Wednesday, August 10, 2011

To Make A Short Story Sandwich, You Need Two Novels For Bread

Ya know, it's getting mighty hard to come up with a short title for a blog post. Pretty soon my titles will wind up like, "Does Your Chewing Gum Lose Its Flavor (On The Bedpost Overnight)".

Pretty sad, eh?

Anyways, since I didn't really give anything of a writing update beyond showing you a video last week, I thought I would give you an update of what I've been able to accomplish (or not accomplish) this month.

First off, we will tackle the interior part of the short story sandwich, which is mainly the short story.

Short story entitled The Backpack: As I'd mentioned a few weeks ago, I got the seed of a story idea from one of the vignettes that I created during my morning walks. I took the idea and managed to crank out a ten page/5,315 word story. There's not much of a plot to it, and the genre could be considered either paranormal; supernatural; fantasy; or a combination of all three (I'm kind of in the midst of a multi-year stretch of where my writing touches on either of those three themes, in spite of what I've gotten published, which was new age and quirky).

The story is basically this: A guy retrieves a backpack that he was entrusted to care for and is trying to give it back to the person who gave it to him. It contains elements of ultra violence (four people are killed right off the bat); unmitigated violence as dictated by the paranormal/supernatural/fantasy element (two more perish); and PG-13ish sex (yah, I know, hard to believe). That is the entire story in a nutshell.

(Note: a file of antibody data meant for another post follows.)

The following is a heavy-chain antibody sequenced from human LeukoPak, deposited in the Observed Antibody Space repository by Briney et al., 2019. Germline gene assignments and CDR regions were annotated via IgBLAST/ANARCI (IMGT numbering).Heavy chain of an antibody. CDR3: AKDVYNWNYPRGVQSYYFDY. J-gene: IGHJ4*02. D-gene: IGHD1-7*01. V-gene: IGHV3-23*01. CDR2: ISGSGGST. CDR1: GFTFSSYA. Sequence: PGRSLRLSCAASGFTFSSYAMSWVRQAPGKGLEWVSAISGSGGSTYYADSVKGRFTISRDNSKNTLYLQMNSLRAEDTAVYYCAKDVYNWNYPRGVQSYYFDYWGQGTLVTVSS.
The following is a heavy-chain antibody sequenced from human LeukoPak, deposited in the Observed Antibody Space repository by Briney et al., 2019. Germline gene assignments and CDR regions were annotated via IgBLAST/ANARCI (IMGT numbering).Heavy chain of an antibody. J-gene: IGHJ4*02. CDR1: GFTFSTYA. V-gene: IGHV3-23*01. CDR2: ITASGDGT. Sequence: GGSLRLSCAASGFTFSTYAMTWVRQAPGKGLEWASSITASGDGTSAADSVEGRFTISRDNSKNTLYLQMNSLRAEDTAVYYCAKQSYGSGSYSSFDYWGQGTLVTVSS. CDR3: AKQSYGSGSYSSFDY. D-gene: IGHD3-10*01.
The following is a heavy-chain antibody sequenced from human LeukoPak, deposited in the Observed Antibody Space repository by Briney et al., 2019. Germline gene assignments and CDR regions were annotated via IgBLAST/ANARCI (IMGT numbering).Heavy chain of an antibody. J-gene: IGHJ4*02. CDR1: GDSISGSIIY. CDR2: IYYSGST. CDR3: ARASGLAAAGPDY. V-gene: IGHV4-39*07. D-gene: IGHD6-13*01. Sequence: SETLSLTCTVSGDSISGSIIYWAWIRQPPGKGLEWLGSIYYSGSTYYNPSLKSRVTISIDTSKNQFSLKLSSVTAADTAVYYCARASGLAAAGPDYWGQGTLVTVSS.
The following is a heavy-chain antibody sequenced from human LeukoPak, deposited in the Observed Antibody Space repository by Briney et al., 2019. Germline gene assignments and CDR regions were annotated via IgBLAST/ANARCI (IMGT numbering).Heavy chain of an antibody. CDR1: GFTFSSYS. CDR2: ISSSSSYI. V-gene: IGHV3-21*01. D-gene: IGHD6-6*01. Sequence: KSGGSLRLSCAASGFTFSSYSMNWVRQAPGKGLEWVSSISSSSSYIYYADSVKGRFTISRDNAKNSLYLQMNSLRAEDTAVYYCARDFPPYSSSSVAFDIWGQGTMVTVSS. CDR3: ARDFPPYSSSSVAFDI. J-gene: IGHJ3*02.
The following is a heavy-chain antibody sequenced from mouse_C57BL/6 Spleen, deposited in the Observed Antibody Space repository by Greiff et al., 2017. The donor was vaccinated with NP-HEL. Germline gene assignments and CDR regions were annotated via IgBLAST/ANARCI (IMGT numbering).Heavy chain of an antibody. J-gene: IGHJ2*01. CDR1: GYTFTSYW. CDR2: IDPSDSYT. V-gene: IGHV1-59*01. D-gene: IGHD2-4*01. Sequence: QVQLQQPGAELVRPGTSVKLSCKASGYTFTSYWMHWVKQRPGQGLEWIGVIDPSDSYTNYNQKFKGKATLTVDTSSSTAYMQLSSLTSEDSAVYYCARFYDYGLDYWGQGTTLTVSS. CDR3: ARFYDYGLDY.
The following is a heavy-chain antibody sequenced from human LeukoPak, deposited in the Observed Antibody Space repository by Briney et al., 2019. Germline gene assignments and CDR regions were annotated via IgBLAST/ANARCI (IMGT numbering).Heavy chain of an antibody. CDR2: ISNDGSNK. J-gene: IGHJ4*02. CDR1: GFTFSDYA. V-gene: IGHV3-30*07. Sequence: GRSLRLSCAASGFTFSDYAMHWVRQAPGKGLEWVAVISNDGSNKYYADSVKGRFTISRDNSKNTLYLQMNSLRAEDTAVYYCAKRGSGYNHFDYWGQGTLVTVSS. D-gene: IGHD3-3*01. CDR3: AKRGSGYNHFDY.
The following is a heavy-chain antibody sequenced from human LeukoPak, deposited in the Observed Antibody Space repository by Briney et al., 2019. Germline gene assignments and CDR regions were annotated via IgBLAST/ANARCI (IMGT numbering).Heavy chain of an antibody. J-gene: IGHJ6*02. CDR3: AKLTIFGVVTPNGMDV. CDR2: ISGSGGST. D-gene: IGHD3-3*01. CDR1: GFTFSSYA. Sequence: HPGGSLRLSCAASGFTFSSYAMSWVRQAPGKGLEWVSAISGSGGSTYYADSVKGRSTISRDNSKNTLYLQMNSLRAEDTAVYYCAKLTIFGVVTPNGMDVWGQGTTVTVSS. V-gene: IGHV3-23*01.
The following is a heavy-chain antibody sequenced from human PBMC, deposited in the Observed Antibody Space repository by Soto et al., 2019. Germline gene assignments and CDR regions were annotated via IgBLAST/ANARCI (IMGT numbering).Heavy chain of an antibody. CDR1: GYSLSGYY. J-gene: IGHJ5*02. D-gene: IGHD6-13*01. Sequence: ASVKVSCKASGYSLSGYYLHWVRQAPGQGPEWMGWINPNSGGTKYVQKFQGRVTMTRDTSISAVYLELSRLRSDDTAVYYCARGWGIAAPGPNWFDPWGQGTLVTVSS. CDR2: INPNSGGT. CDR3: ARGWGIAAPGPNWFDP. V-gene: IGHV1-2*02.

However, because this blog is about me and my adventures in writing, I have a request to make of my friends who are either writers or dabble in writing: would any of you be interested in critiquing my short story for me? I really want to tighten this up and make it flow smoother, and a few more pairs of eyes would be helpful for me. Especially since this is the first original short story I've written in about year and a half, and I want to make it as good as possible. If you have the time and feel up to it, let me know in the comments.

The bottom slice of bread, otherwise known as Line 21: Not much to report on that particular front. The publisher in question has a turnaround policy of sixty days and does not like simultaneous submissions, and since I had e-mailed it in early July, I should expect an answer by early September. Until then, about the only real time I spend on it is to either tweak the synopsis or the query letter. By "tweaking" I mean tightening up the grammar, the sentence structure, etc. etc. etc.

I've also had to spend some time coming up with a pen name. While I didn't mind putting my full name to my first self-pubbed book nor to either of my short stories, it probably would make sense to attach one to this. While I am proud of my writing, there's still something of a residual aftertaste in everyone's collective mouth when it comes to reconciling G the writer with either G the blogger or G the person. Thus, I'm looking for a new pen name, as somehow, calling myself Georgie B, while good for the time that I spent in the chat rooms, doesn't sound adult enough for a writer (surprised? you shouldn't be).

The top slice of bread, otherwise known as A Lascivious Limbo: I know that I said that I was going to fluctuate between doing the short story and this novel, but things changed over this past weekend. I didn't count on the story really writing itself nor consuming a good chunk of my time (the story itself took me exactly twelve days to write), but it did.

So now that I got that short story out of the way, I believe I can return to this novel with a better outlook and a better idea on how to go about executing what I need to do. To refresh everyone's memory, including mine, I said that I still had to write a wake, a funeral and a suicide, and I also had to tidy up all the loose ends. Well, I did manage to get something of an outline written in the story for the suicide (not tasteless, I assure you. suicide is one of a select group of topics that I try not to go overboard with) before I temporarily shelved the novel, so I got that out of the way.